There. I've taken another Actifed, started a new paragraph, and my sneezing has subsided. So, shall we take another trip down memory lane? As long as I've already brought up the subject of my room recitals, I may as well 'fess up and tell you about my family recitals. Yes, you know, you've been there. The ones where you make all the members of your family sit down and you do a "show" for them. Every Monday night at The Real A's house, we would have a family dinner with my family, my Aunt and Uncle, my grandparents (yes, the stool man and his large wife) and occasionally an assorted cousin or two. We would eat, and then everyone would gather in the den and sit and chat. The men would smoke stogies and the women would sit and kvell over us kids. Then, I would announce that I would be doing a performance. There would be a smattering of applause and an occasional groan from a cousin, but once I announced it, that was it, there was no stopping me. I would aim a lamp at an area by the television set, I'd leave the room to prepare and then, a few minutes later, I'd make my entrance. My grandmother loved these performances. She'd say "Oy, look, vat a meshugah" (different from fershluganah). I'd do impressions of the famous and near famous (I did a deadly accurate impression of our pool man). I'd lip-synch to popular songs of the day. I'd tell jokes. Sometimes I'd bring up a guest star (my mother, who would always sing the same song for everyone, My Yiddeshe Mama). After I'd finished I'd take a bow, and everyone was always very complimentary, except my grandfather, who, of course, would say "what is it, fish?". You'll be happy to know that one of my biggest hits was Gee, Officer Krupke, in which I sang all the roles with great elan (not Elan), and which just happened to have been co-written by none other than Mr. Stephen Sondheim. And where did all those family recitals lead? Why, right here, dear readers. If it weren't for those recitals, I would never have become The Real A, and if I had never become The Real A, none of you would be saying "What is it, fish?" Fate works in strange ways.
What a tumultuous week in the show business world. Michael Ovitz was announced at the new head of Livent, everyone and their mother has had a turn at directing High Society, and a new book about my close personal friend Mr. Stephen Sondheim is starting to make the rounds (it comes out in June).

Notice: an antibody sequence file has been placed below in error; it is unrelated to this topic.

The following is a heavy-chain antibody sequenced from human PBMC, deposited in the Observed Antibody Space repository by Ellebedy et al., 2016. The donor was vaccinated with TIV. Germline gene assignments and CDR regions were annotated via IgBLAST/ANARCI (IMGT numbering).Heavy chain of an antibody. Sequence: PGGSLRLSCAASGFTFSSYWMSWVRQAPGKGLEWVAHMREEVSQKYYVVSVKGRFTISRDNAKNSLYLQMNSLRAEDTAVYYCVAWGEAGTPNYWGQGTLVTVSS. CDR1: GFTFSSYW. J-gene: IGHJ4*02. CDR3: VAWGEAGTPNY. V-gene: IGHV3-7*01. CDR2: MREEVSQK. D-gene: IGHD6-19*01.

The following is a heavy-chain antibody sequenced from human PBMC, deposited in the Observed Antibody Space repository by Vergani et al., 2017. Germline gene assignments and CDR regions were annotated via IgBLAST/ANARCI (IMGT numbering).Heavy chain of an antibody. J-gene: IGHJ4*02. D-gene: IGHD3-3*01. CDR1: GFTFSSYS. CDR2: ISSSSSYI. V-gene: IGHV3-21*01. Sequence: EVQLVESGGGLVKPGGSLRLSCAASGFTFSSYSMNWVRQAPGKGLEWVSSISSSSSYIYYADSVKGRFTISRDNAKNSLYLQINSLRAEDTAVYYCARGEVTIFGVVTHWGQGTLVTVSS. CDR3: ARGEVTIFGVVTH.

Well, speak of the devil, an e-mail just arrived. Let's see what it says, shall we?
Dear Real Allergic:
I am sorry to hear about your allergies. I was just honored at the William Inge Festival, but all I could think about was you sneezing away. I, too, have allergies. For example, I am allergic to Lord Sir Andrew Lloyd Webber. Whenever I think of him my nose starts to run. So, I commiserate. In fact, while I was sitting there at the Festival, listening to them go on and on about me, I wrote you this little lyric (to part of the tune of Agony):
When I am stuffed up,
My darling A:
Yes, I've heard all about the fact that they're honoring your close personal friend Stephen Sondheim at some Festival. All I have to say is it will not hold a candle to my recent birthday celebration. Now, that was a bash! It was a bash and a half. Everyone was there, including that marvelous international motion picture star Antonio Banderas. He sang songs from POTO. Isn't that exciting? I'm thinking of having him star in my non-existant movie version. Isn't that a great idea? Someone suggested having Dolly Parton in the role of Christine, but I feel Dolly is just a bit too old, don't you? Oh, I know she looks fabulously young with all her facial work, but still, you can't lie to the close-up lens. We do wish you could have been here for my party, everyone was dying to meet you and find out once and for all who you really are. Or maybe you were there! Maybe you are Antonio Banderas! If so, you will be absolutely fabulous in my maybe motion picture version of Phantom.
All love and kisses,
William F. Orr sent me a funny "letter" he received from our very own Carol Channing (which included a funny parody of I'm Just A Little Girl From Little Rock), however it was so long that to reprint it would take up the entire letters section. If I were William F. Orr (and who's to say I'm not?) I would print said letter over at Finishing The Chat so that our dear readers can take a look at it.